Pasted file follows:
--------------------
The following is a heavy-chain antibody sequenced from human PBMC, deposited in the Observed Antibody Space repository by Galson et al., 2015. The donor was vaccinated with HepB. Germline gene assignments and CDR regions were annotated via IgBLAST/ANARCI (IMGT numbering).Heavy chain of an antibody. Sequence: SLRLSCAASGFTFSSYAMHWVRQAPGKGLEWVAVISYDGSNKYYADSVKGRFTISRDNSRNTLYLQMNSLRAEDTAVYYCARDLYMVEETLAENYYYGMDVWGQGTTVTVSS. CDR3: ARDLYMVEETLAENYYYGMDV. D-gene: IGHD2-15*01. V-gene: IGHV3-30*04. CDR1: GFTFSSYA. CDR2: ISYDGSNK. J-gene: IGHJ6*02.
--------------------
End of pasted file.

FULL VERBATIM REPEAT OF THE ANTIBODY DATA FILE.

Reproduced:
The following is a heavy-chain antibody sequenced from human PBMC, deposited in the Observed Antibody Space repository by Galson et al., 2015. The donor was vaccinated with HepB. Germline gene assignments and CDR regions were annotated via IgBLAST/ANARCI (IMGT numbering).Heavy chain of an antibody. Sequence: SLRLSCAASGFTFSSYAMHWVRQAPGKGLEWVAVISYDGSNKYYADSVKGRFTISRDNSRNTLYLQMNSLRAEDTAVYYCARDLYMVEETLAENYYYGMDVWGQGTTVTVSS. CDR3: ARDLYMVEETLAENYYYGMDV. D-gene: IGHD2-15*01. V-gene: IGHV3-30*04. CDR1: GFTFSSYA. CDR2: ISYDGSNK. J-gene: IGHJ6*02.